Friday, April 16, 2021

Apocalypse Now from the motion picture soundtrack



In the mid to late '70s, director Francis Ford Coppola put his career on the line to complete Apocalypse Now, his quixotic attempt to variously document, deconstruct, and mythologize America's military involvement in Vietnam. The end result was a troubling masterpiece and technical tour de force whose use of sound and music influenced films for decades. As originally released, the soundtrack album was equally groundbreaking: an intriguing, dreamlike collage of dialogue, sound effects, and music that both evoked the film's artistic sensibility and underscored the innovative, Academy Award®-winning efforts of sound designer Walter Murch.

Two decades later, Coppola revisited the project, adding nearly an hour of previously unseen footage and revamping its soundtrack release as well. But while the film may have taken on fresh new dimensions, the new soundtrack album seems stripped of virtually all of Murch's key contributions. What remains is primarily music--and a telling argument for the notion that the whole is considerably more than the sum of its parts. Inspired by synthesist Isao Tomita's '70s classical adaptations, Coppola hired father Carmine to write an orchestra score, and then set about synthesizing it. The Doors' "The End" remains an iconic touchstone, but removed from the context of the film (and its original album release), much of the Coppola music all too clearly reveals its inspirations (Tomita, Holst, Wagner, Stravinsky) and the technical limitations of the relatively primitive synth technology involved (mirrored in a pair of newly recorded tracks as well). --Jerry McCulley (Amazon review)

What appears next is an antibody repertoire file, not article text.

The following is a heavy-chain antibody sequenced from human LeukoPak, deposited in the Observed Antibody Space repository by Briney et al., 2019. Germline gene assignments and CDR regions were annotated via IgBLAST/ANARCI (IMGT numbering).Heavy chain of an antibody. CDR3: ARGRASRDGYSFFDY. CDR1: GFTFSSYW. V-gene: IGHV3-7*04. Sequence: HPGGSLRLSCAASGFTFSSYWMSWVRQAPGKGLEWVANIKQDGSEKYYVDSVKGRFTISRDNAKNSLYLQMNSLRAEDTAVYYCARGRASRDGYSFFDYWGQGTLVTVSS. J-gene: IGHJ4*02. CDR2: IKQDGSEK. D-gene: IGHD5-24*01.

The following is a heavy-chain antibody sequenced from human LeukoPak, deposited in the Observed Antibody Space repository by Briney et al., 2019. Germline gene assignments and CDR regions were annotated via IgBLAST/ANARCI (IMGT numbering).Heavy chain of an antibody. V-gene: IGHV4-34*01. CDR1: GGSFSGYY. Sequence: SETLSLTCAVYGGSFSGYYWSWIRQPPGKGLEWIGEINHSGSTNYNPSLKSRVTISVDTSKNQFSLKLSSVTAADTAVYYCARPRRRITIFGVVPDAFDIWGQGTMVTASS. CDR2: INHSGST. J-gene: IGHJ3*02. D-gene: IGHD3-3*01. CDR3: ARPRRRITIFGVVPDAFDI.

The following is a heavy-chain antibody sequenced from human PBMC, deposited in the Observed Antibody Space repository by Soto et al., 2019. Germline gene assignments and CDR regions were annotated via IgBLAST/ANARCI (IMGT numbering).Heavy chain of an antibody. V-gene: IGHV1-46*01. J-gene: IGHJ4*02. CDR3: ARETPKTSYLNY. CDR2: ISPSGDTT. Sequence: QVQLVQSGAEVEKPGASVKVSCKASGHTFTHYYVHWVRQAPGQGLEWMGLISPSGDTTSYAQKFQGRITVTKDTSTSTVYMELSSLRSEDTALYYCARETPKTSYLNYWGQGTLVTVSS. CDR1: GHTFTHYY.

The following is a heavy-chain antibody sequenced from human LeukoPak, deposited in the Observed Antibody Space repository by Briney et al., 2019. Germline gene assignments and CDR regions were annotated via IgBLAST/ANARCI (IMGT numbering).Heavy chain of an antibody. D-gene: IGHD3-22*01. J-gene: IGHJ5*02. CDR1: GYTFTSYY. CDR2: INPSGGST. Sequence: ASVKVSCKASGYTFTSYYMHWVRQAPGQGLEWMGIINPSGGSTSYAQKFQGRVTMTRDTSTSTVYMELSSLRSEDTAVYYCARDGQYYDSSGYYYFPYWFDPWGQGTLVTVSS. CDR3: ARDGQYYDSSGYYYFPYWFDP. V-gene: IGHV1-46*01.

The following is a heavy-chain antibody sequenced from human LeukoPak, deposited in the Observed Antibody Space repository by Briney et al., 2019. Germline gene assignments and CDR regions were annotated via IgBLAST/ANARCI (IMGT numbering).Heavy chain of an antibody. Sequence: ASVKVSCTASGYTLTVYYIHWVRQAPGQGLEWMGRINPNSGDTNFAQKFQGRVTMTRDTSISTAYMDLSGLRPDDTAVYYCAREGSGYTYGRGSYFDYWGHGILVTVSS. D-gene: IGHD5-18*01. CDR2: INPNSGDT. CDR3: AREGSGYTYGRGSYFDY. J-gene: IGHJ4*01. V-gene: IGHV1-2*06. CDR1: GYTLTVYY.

Apocalypse Now REDUX

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Saturday, March 27, 2021

A Martin Scorsese from the original soundtrack...composed by Philip Glass


For the second of 1997's dueling Buddhist epics (the other being Seven Days in Tibet, scored by John Williams), director Martin Scorsese made a wise--if commercially challenging--choice in tapping noted minimalist composer Philip Glass to score Kundun. Glass is the perfect choice here; his own Buddhist beliefs play a key role in meshing image and music. Glass's familiar compositional techniques are wedded on Kundun to a sensitive use of ethnic instruments and the voices of the Gyuto Monks, adding an aura of spiritual power missing from most Hollywood fare.